I received this message when I tried to create a new folder on my SQL Server Reporting Services (SSRS) site: The transaction log for the database ‘ReportServer’ is full due to ‘LOG_BACKUP’. I knew immediately what it meant. The SQL Server log file for the ReportServer database was experiencing some issues. This blog post will talk about how I fixed the problem with my SSRS server and made the SSRS site healthy again.
By the way, in an upcoming blog post, I will show you how to prevent this problem from ever happening again.
First, connect to the site server using SQL Server Management Studio (SSMS). If you don’t have SSMS installed on your workstations, make sure to read my blog post, Where is SQL Server Management Studio (SSMS)?
Next, expand Databases and then right-click on ReportServer and select the Properties node.
When I looked at the ‘ReportServer’ database properties, I quickly noticed (on the General node) that the database was using a ridiculous amount of disk space!
On the Files node, I discovered that the log file was using all of the space. As a general rule, your SQL Server log file shouldn’t be more than 25% of the database size. My log file was 1,702 times larger than the database!
How do you fix this? I’m going to start by backing-up up my SSRS database and log file, then changing the SSRS database to a simple recovery model and finally I’ll shrink the log file size down to something more reasonable.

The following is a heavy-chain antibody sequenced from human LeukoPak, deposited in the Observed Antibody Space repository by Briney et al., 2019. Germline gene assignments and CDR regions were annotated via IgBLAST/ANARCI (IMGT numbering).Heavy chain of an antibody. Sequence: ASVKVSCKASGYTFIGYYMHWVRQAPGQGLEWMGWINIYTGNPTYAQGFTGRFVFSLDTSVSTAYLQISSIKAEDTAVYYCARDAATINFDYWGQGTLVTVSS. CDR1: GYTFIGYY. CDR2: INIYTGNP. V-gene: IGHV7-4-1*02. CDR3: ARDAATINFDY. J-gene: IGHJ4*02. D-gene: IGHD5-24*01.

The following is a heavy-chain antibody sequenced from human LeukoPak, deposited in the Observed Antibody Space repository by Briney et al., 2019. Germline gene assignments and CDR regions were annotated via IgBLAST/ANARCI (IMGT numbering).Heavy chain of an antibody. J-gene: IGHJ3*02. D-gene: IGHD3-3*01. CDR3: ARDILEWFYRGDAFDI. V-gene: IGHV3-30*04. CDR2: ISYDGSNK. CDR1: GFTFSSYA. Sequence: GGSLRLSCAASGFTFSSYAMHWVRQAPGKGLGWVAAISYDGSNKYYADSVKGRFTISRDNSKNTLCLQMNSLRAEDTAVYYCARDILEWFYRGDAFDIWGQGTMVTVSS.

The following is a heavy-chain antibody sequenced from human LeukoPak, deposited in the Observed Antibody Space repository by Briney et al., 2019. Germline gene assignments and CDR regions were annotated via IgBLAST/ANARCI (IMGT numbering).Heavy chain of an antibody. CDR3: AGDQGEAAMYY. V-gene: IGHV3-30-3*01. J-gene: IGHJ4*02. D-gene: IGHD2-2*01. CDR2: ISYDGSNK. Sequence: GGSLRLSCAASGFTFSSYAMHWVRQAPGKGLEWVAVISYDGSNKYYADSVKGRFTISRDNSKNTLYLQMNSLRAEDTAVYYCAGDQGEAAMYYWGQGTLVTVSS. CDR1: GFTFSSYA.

Backing-up the SSRS Database
In SSMS, right-click on the ReportServer database, select Tasks and then select Back Up…
Click on the Add… button.
Click on the ellipsis (…) button.
Provide a file name. Remember that the file location must have enough space to back up the database and then click on OK. In my example I’m using Junk.bak because I plan to delete this file after the backup is complete.
Click OK to start the backup process.
Backing-up the SSRS Log File
In SSMS, right-click on the ReportServer database, select Tasks, and then select Back Up…
Change the Backup type to Transaction Log. Use the same destination location as the database, and then click on OK to start the backup.
Changing the SSRS Database to a Simple Recovery Model
Back in Database Properties, on the Options node, change the Recovery model to Simple. Click on OK to apply this change.
Shrinking the Log File Size
Right-click on the ReportServer database, and then select Tasks | Shrink | Files.
Change the File type to Log. Select Reorganize pages before releasing unused space.
I’ll take the current log file size (141252.44) and subtract the available free space (140662.84) from it. That leaves me with 589.6, so to be on the safe side, I will shrink the file down to 700MB.
That’s still seriously huge, but it’s a lot better. Click on the OK button in order to start the process. Note: Due to the size of the log file, this process might timeout. If it times out, repeat the shrink process again.
Now that the shrinking process is complete, you must REPEAT the steps for backing-up the SSRS database and log file, as well as shrinking the log file size. You must do this in order to ensure that the database gets down to the proper size.
After repeating all of the steps a second time, the SSRS database and log file will be a lot smaller. They’ll be in the 10MB range.
Make sure, however, to give your log file at least 25% of the database’s size. In my case, the database used 85MB *.25 = 21.25MB and then I rounded it up to 25MB.
Now that looks at lot more reasonable! I now have a ton of free space on my hard drive too!
If you have any questions about how I fixed the problem with my SSRS server and made my SSRS site healthy again, please feel free to contact me @GarthMJ.